Who was the most influential, fascinating or newsworthy person we’ve written about in 2016? We’re letting our readers decide.
We’ve narrowed the field to 25 candidates for your consideration. As you’ll see, they aren’t all heroes. Some of them are
controversial figures; some were involved in tragic stories; some are longtime leaders and some you may never have heard of.
And one is not a person at all.
The finalists all have local or regional ties, and at one point or another captivated readers or encapsulated issues that proved to be defining moments for Oregon in 2016.
Read about the candidates below (listed in no particular order) to refresh your memories, then make your pick. You may vote daily until the poll closes at 11:59 p.m. Dec. 20.
Robert Borba: Cowboy vigilante
Borba just needed some dog food at Walmart, but instead he roped an alleged bike thief while on horseback and came away with viral fame. Borba told The Medford Mail Tribune he “seen this fella trying to get up to speed on a bicycle. I wasn’t going to catch him on foot. I just don’t run very fast.” That’s when the rancher and former rodeo cowboy grabbed his horse Long John and gave chase in an Eagle Point parking lot, eventually roping the alleged thief before calling police. National and international news outlets picked up on the story, and it was a novelty for the Eagle Point police as well. “We’ve never had anyone lassoed and held until we got there,” Sgt. Darin May said. “That’s a first for me.”
Phil Knight:Nike co-founder and philanthropist
The Nike magnate stepped down in June as chairman of the company he co-founded in 1964, leaving behind an $85 billion enterprise that Forbes calls the “most valuable sports brand in the world.” In October, he and his wife Penny pledged $500 million to the University of Oregon for a new science complex in Eugene, with the aim of accelerating the progression from scientific discovery to “real world impact.” The donation is the nation’s largest to a public flagship university and brings the couple’s total contributions to higher education in Oregon and beyond to more than $2 billion.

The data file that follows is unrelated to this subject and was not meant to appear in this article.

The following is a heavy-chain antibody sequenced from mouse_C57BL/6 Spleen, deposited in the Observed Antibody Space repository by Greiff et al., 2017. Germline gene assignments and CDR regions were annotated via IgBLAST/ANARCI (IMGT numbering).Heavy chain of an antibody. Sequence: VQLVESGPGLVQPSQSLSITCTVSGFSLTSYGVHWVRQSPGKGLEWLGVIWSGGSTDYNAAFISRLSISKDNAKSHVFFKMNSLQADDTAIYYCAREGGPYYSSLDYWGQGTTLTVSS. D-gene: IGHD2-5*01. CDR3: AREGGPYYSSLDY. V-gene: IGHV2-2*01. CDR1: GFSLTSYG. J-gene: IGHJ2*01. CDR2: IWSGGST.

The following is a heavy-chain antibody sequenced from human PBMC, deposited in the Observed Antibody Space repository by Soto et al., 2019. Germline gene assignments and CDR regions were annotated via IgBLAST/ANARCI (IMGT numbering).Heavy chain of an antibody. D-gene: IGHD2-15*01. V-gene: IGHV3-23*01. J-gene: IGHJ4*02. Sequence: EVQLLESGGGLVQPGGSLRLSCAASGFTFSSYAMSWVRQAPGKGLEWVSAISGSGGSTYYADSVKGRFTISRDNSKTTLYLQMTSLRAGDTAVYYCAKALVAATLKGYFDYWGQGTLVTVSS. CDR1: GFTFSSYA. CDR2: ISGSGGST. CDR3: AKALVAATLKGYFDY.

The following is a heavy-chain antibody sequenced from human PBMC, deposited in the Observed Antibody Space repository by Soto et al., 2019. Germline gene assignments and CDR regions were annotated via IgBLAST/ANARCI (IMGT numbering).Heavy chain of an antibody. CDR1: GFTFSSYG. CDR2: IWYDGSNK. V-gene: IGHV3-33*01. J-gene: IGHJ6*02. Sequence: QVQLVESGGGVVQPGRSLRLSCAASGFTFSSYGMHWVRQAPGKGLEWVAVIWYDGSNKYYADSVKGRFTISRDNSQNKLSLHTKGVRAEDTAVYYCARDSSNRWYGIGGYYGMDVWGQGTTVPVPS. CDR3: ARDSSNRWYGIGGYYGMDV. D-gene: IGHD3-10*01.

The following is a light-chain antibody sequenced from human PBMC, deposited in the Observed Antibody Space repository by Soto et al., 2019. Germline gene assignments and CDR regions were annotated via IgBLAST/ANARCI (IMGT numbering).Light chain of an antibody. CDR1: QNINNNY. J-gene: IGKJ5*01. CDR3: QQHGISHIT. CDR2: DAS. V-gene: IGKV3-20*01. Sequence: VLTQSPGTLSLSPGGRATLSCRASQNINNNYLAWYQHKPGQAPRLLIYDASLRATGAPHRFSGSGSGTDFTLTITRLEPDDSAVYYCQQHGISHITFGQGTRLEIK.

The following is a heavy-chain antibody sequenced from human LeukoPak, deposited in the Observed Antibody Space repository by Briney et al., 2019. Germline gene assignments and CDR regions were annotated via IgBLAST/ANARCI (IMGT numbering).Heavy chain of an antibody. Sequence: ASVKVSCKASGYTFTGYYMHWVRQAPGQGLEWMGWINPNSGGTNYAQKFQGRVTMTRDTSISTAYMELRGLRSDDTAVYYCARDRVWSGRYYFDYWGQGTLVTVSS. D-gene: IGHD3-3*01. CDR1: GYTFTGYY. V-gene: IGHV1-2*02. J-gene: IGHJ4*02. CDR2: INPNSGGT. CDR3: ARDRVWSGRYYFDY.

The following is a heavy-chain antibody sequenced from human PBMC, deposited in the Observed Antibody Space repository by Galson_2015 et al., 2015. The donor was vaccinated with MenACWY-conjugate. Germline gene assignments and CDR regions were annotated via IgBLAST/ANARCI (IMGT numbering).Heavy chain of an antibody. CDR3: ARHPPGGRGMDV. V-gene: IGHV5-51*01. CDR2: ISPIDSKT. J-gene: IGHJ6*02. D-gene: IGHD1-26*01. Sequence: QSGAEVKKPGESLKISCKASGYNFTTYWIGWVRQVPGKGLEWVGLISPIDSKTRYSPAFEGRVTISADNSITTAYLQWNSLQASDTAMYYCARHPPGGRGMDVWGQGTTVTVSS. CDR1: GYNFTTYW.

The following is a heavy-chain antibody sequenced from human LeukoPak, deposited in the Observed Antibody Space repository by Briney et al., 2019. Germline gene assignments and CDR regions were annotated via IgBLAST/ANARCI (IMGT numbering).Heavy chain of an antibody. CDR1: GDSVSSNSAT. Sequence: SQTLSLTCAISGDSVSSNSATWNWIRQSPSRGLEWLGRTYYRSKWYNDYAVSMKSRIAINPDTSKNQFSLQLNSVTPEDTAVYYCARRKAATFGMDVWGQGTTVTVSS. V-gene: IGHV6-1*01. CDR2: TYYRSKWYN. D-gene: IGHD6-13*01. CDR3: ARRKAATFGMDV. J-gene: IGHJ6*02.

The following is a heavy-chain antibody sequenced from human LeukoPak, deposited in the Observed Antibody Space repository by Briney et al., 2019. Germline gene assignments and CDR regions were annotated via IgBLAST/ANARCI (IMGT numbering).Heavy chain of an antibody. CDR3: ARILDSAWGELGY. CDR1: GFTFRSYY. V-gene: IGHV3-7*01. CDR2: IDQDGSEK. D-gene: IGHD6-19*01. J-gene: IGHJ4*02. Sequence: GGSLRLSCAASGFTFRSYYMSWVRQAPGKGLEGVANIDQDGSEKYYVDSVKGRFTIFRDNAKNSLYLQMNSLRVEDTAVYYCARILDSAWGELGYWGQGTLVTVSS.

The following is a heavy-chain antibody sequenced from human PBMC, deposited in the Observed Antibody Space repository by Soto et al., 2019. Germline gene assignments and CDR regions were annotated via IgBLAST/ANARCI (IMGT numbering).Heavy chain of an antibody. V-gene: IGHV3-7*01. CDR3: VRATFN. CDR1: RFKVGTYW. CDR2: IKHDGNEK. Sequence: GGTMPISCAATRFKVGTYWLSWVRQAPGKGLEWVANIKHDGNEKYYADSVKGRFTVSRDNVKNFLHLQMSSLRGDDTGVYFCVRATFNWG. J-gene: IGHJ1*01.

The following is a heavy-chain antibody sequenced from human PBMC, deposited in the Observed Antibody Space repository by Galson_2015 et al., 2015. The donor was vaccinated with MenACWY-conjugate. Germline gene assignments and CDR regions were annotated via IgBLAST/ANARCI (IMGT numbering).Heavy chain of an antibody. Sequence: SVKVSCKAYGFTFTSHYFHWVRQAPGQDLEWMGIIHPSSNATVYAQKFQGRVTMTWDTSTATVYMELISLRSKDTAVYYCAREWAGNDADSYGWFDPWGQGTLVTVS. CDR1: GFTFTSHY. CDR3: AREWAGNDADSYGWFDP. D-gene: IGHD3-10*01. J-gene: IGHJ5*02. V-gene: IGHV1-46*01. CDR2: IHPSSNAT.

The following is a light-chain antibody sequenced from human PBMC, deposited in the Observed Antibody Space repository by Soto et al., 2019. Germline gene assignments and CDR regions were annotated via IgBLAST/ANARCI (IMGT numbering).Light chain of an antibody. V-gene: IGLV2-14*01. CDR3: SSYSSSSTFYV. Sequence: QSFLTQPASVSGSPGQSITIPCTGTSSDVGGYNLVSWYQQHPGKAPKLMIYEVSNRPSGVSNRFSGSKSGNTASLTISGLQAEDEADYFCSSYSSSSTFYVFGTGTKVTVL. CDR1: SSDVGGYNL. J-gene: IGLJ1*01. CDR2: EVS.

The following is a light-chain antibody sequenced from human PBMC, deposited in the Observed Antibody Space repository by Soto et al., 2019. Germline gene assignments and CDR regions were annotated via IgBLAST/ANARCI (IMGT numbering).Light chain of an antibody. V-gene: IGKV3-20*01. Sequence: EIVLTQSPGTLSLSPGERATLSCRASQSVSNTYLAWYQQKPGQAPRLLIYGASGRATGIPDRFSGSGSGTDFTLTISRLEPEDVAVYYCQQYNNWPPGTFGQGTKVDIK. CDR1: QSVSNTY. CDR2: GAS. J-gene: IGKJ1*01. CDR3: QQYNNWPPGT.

Juror 4:Oregon standoff trial
One of the 12 jurors who acquitted Ammon Bundy and six other defendants on federal conspiracy, weapons and other charges stemming from the occupation of the Malheur National Wildlife Refuge. He’s the lone juror who spoke out, explaining the jury’s decision. He’s also the juror who sent a note to the judge during deliberations, suggesting another juror was biased. His note led U.S. District Judge Anna J. Brown to dismiss Juror 12 and replace him with an alternate juror and order deliberations to begin anew. Juror 4 is a business administration student at Marylhurst University.
Chloe Eudaly:Political novice who upset Steve Novick on Portland City Council